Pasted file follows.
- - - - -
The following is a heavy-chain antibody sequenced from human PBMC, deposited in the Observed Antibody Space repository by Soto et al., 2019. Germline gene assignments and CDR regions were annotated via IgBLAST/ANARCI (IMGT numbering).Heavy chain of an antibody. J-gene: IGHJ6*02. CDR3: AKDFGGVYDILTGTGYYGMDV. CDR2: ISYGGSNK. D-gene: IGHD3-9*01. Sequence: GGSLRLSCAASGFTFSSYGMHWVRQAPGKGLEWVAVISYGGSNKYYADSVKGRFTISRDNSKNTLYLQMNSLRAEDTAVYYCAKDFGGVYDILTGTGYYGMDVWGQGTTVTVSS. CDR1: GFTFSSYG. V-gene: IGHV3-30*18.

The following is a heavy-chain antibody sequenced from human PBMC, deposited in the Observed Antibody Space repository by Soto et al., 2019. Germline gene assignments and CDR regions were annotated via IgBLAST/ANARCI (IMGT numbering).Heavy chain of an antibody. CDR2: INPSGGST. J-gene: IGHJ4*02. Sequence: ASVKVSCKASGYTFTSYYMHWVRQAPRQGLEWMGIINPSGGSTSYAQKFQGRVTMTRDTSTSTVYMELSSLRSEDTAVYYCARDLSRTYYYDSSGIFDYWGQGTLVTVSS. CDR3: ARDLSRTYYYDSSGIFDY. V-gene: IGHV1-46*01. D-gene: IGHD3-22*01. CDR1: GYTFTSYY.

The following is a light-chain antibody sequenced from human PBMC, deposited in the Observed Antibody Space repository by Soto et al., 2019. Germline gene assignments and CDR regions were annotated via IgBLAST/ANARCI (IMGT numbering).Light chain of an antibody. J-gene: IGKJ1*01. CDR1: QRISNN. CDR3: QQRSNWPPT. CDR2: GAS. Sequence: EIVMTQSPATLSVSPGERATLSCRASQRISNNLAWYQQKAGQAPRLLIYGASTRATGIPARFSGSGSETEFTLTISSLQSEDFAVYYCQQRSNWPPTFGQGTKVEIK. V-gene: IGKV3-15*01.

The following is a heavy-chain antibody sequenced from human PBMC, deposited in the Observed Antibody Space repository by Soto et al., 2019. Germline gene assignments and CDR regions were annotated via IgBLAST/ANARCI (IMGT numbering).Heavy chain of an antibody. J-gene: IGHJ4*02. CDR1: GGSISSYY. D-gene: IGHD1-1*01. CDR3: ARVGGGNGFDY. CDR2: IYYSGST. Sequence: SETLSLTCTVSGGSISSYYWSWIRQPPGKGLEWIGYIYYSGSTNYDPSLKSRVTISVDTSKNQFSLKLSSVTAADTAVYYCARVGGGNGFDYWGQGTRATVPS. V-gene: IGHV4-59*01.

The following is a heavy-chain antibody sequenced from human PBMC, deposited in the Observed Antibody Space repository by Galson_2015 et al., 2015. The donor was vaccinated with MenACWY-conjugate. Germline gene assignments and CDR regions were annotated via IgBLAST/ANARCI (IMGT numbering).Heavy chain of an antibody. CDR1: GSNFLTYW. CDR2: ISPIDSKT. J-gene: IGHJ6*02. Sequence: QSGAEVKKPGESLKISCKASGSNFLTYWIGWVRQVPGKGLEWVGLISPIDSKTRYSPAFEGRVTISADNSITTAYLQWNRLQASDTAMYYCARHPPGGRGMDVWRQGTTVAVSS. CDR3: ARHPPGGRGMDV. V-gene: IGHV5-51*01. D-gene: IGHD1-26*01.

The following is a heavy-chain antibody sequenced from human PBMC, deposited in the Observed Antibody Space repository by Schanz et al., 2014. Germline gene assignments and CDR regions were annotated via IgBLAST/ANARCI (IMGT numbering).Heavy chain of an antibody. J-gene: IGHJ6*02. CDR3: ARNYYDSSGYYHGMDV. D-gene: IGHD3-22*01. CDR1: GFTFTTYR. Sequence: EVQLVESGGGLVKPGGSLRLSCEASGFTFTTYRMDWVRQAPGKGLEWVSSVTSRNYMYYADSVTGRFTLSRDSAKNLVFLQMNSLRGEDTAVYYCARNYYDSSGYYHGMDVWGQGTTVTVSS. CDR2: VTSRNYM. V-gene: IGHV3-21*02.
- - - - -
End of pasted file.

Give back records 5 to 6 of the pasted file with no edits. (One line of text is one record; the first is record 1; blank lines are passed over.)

The following is a heavy-chain antibody sequenced from human PBMC, deposited in the Observed Antibody Space repository by Galson_2015 et al., 2015. The donor was vaccinated with MenACWY-conjugate. Germline gene assignments and CDR regions were annotated via IgBLAST/ANARCI (IMGT numbering).Heavy chain of an antibody. CDR1: GSNFLTYW. CDR2: ISPIDSKT. J-gene: IGHJ6*02. Sequence: QSGAEVKKPGESLKISCKASGSNFLTYWIGWVRQVPGKGLEWVGLISPIDSKTRYSPAFEGRVTISADNSITTAYLQWNRLQASDTAMYYCARHPPGGRGMDVWRQGTTVAVSS. CDR3: ARHPPGGRGMDV. V-gene: IGHV5-51*01. D-gene: IGHD1-26*01.

The following is a heavy-chain antibody sequenced from human PBMC, deposited in the Observed Antibody Space repository by Schanz et al., 2014. Germline gene assignments and CDR regions were annotated via IgBLAST/ANARCI (IMGT numbering).Heavy chain of an antibody. J-gene: IGHJ6*02. CDR3: ARNYYDSSGYYHGMDV. D-gene: IGHD3-22*01. CDR1: GFTFTTYR. Sequence: EVQLVESGGGLVKPGGSLRLSCEASGFTFTTYRMDWVRQAPGKGLEWVSSVTSRNYMYYADSVTGRFTLSRDSAKNLVFLQMNSLRGEDTAVYYCARNYYDSSGYYHGMDVWGQGTTVTVSS. CDR2: VTSRNYM. V-gene: IGHV3-21*02.